Technology Overview: Thermal Energy Storage (TES)

October 17, 2013
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In the context of California’s permanent load shifting (PLS) program, the term “Thermal Energy Storage” (TES) refers to the storage of cooling capacity in order to shift electrical demand to off-peak hours. Typical thermal energy storage systems work in conjunction with air distribution systems and rely on water chillers or ice-making machines to produce cooling capacity. The minimum set of equipment required in a TES system includes a cold storage tank along with the pipes, valves, and pumps to control the exchanges between the HVAC system and the storage tank

Image: Large chilled water TES tank. Burns and McDonnell

Types of Thermal Energy Storage (TES) Systems

Several types of TES technologies are included in the PLS program. Three notable types are particularly well-established and are based on the medium used to store the cooling capacity:

  • Chilled water systems use water as the storage medium, and have the largest footprint due to the space required for large water storage tanks.
  • Ice storage systems use ice as the storage medium, and require a smaller footprint than chilled water systems as they offer a greater density for thermal storage.
  • Phase-change material systems use eutectic salts as storage medium, and also require a smaller footprint and offer greater storage density than chilled water systems.

TES systems can be used for a variety of facility types, but are typically most economical in commercial and industrial facilities that use electricity under time of use rates. TES systems take advantage of the differences between on-peak and off-peak electricity rates and demand charges.  The shift in electricity consumption contributes to the cost effectiveness of installing and operating TES systems.

Thermal Energy System Cost-Related Benefits

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Thermal Energy Storage (TES) is the most popular way to implement the demand-side energy management strategy known as 'Permanent Load Shifting' (PLS).

TES systems help building owners to lower their annual operating costs. TES systems can:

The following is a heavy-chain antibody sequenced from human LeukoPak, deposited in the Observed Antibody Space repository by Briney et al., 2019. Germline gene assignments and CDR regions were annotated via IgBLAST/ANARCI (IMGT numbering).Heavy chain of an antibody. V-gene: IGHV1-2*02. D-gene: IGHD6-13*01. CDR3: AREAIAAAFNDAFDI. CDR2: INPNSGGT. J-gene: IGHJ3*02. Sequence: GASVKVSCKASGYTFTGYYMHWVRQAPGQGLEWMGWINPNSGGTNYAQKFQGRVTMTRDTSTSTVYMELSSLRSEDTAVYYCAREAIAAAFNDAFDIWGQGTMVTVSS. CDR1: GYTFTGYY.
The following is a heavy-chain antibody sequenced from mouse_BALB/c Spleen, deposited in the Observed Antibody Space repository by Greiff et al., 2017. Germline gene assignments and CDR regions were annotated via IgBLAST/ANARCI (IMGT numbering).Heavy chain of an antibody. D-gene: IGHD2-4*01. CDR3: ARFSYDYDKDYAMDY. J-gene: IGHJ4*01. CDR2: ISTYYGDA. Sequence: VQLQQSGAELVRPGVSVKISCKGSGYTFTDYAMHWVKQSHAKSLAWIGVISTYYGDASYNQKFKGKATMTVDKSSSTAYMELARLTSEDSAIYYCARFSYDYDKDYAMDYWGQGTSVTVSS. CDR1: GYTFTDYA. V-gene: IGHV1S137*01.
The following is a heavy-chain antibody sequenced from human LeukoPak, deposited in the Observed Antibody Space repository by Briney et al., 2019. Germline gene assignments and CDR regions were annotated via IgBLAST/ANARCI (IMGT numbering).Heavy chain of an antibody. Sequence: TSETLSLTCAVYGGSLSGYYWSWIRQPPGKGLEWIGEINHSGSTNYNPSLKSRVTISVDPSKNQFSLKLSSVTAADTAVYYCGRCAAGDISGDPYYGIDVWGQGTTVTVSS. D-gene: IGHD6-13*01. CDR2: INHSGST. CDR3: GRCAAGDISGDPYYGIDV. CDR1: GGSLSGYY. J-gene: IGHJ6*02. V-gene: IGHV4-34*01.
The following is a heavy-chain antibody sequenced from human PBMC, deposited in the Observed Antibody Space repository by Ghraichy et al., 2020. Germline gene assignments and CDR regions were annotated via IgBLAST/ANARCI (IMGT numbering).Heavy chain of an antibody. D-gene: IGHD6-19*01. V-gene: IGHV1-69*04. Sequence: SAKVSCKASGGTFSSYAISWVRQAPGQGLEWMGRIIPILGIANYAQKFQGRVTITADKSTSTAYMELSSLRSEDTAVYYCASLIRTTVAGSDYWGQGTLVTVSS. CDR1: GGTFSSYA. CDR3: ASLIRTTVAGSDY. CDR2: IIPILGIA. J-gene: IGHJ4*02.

• Reduce Power Consumption - With thermal energy storage, chiller operation is typically shifted to a period of time when ambient temperatures are cooler, such as the night. As a result, chillers operate more efficiently and consume less energy for a given cooling load.
  • Lower Usage Costs – Time of use (TOU) rates have been established by many utilities as a means of reflecting higher-cost electricity supply, and can encourage customers to use less energy during peak hours. Operating chillers when off-peak rates are in effect lowers the cost of electricity used for cooling.
  • Lower Demand Charges - Most industrial and commercial utility rates include monthly “demand charges” based on the maximum power (kW) used by the customer each month during certain parts of the day. By operating the TES system, the chiller plant runs during the utility's off-peak period, when demand charge rates are often significantly lower than the on-peak period. Thus, shifting the chiller load to the lower rate period lowers the total monthly demand charges.   

Lower Capital Equipment Purchases - TES systems are often a cost-effective alternative to purchasing expensive chiller plant equipment in new construction and facility expansion projects. If configured properly, smaller-capacity chillers can be used to store an amount of thermal energy equivalent to what larger-capacity chillers could produce operating without the TES system. Utilizing a TES tank can lower capital outlays.


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